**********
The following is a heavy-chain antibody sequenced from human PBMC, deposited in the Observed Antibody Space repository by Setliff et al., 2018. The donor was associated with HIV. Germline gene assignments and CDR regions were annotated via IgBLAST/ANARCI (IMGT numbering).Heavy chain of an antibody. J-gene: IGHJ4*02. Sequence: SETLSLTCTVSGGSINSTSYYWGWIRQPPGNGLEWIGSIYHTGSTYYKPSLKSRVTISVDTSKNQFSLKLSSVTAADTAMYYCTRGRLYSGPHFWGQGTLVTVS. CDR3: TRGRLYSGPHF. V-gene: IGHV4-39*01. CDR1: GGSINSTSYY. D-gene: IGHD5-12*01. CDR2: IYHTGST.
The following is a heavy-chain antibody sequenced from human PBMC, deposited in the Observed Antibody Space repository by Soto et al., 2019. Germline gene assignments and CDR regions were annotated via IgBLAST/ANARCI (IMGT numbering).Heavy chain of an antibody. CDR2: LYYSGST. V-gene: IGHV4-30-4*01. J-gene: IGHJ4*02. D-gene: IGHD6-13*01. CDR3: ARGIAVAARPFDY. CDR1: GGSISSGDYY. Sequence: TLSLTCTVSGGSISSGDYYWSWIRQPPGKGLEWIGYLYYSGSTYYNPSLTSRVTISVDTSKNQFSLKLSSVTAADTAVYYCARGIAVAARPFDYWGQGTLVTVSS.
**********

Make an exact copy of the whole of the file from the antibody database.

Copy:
The following is a heavy-chain antibody sequenced from human PBMC, deposited in the Observed Antibody Space repository by Setliff et al., 2018. The donor was associated with HIV. Germline gene assignments and CDR regions were annotated via IgBLAST/ANARCI (IMGT numbering).Heavy chain of an antibody. J-gene: IGHJ4*02. Sequence: SETLSLTCTVSGGSINSTSYYWGWIRQPPGNGLEWIGSIYHTGSTYYKPSLKSRVTISVDTSKNQFSLKLSSVTAADTAMYYCTRGRLYSGPHFWGQGTLVTVS. CDR3: TRGRLYSGPHF. V-gene: IGHV4-39*01. CDR1: GGSINSTSYY. D-gene: IGHD5-12*01. CDR2: IYHTGST.
The following is a heavy-chain antibody sequenced from human PBMC, deposited in the Observed Antibody Space repository by Soto et al., 2019. Germline gene assignments and CDR regions were annotated via IgBLAST/ANARCI (IMGT numbering).Heavy chain of an antibody. CDR2: LYYSGST. V-gene: IGHV4-30-4*01. J-gene: IGHJ4*02. D-gene: IGHD6-13*01. CDR3: ARGIAVAARPFDY. CDR1: GGSISSGDYY. Sequence: TLSLTCTVSGGSISSGDYYWSWIRQPPGKGLEWIGYLYYSGSTYYNPSLTSRVTISVDTSKNQFSLKLSSVTAADTAVYYCARGIAVAARPFDYWGQGTLVTVSS.